Portsmouth's schools are set to benefit from more than £7m investment as part of new city council plans.
The proposal is part of an updated capital expenditure programme which outlines plans for over £170m of investment by the council.
Money will be spent on extra places for secondary schools and pupils with special education needs.
Currently the council spends around £1.75m a year on school placements outside the city for children with special needs, while an increase in secondary school places follows on from recent similar investment in primary schools and will be vital for the coming years.
Cllr Donna Jones, Leader of the council, said: "With these capital budget proposals we are once again showing that education and the future of children in Portsmouth is the council's number one priority. It is vital that we continue to improve the facilities we have in the city, particularly for those with special needs. Our plans will not only make improvements for those living in the city but also represent investments that will benefit the council financially in the long run."
Spending plans are focused on areas the council has a statutory responsibility for, such as education, and investments likely to reduce the council's costs and drive economic growth in the city.
The council's plans also include contributing an initial £1.25m, potentially rising to £6m, towards the £87m Southsea coastal flood defence scheme; spending £3.5m on the city's traffic infrastructure to improve journey times on key routes; and continuing investment in Portsmouth International Port with £9.7m set to further increase its potential to generate income.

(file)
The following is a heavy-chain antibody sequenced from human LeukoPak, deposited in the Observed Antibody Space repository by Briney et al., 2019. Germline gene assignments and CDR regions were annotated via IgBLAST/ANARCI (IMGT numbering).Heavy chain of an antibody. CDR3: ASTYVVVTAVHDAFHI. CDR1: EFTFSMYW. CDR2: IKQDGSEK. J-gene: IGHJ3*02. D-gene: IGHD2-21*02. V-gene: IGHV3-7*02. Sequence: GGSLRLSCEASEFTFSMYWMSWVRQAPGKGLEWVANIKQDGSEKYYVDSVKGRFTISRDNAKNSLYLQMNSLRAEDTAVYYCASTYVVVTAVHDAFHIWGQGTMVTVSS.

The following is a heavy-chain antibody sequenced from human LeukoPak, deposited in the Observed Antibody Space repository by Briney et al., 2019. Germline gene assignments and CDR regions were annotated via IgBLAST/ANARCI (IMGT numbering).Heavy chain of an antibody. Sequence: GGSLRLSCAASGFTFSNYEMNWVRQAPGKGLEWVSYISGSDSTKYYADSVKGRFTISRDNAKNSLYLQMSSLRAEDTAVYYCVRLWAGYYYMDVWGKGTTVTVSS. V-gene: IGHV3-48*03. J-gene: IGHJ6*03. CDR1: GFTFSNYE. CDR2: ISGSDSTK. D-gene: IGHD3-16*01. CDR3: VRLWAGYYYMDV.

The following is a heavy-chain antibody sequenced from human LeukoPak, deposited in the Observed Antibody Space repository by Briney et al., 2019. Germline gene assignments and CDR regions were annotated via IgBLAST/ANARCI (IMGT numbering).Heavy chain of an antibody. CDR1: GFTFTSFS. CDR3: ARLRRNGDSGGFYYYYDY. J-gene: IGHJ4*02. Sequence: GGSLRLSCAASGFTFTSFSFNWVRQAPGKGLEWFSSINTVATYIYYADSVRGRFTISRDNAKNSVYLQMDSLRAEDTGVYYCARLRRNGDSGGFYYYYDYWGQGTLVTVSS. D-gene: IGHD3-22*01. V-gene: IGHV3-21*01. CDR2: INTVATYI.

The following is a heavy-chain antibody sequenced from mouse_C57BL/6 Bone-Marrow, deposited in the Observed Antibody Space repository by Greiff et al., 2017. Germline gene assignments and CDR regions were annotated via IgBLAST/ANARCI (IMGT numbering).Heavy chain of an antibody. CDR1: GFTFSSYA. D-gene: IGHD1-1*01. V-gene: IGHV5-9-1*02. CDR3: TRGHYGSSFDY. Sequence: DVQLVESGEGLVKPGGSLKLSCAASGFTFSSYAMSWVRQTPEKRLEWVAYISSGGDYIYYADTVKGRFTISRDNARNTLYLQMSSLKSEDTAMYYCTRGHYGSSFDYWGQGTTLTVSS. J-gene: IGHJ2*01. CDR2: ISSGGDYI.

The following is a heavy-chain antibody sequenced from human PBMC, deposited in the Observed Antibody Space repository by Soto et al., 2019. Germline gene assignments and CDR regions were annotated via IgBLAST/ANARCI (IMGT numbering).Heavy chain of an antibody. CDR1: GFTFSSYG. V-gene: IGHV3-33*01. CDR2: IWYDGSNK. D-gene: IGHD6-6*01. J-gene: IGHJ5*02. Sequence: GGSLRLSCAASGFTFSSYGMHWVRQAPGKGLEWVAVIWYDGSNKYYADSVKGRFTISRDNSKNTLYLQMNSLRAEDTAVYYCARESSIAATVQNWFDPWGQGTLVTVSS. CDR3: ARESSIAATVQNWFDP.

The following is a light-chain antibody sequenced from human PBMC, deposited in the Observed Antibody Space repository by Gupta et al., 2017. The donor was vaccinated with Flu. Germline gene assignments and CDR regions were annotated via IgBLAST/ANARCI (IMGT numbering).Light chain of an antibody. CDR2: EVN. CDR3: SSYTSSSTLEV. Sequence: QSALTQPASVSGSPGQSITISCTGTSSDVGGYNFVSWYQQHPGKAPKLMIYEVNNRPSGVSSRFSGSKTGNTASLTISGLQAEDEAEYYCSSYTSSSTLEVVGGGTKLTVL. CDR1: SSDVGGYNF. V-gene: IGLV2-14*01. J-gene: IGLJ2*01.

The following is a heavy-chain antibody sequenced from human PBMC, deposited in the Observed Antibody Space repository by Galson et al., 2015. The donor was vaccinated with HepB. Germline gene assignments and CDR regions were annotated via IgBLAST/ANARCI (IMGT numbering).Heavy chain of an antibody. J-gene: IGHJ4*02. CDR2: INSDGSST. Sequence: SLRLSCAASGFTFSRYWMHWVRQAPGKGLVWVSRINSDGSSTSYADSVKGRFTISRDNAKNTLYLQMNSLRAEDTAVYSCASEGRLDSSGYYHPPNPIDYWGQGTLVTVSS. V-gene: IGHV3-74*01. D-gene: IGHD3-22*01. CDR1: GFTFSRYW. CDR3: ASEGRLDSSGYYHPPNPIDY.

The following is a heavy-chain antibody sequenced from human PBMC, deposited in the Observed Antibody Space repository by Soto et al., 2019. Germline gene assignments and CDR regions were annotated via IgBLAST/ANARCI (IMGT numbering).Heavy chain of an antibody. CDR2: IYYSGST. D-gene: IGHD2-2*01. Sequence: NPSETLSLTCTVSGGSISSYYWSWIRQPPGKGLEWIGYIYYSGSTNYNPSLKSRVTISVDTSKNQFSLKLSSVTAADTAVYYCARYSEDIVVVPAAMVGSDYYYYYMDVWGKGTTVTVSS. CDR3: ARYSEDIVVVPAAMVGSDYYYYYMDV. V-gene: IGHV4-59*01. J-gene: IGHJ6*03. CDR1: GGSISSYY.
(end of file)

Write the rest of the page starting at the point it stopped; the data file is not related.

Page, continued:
Another income generating proposal is to more than double the council's fund for property investment to £110m, with an extra £60m. This would enable further expansion of a property portfolio which makes money through rental income, this extra money could then be used to avoid future cuts to services.
Cllr Luke Stubbs, Deputy Leader of the council, said: "With government grants decreasing every year it is important that we become more self-sufficient and generate our own income. Investing in assets like the port and property makes profits for the council and this money could be what saves services in future years."
The spending plans are for council funds that can only be spent on capital projects like buildings and facilities, rather than the day-to-day running of council services.
The proposed capital programme for 2016-17 will go before the council's cabinet for approval on 8 February and should that be successful will be presented to full council for final signoff the following day.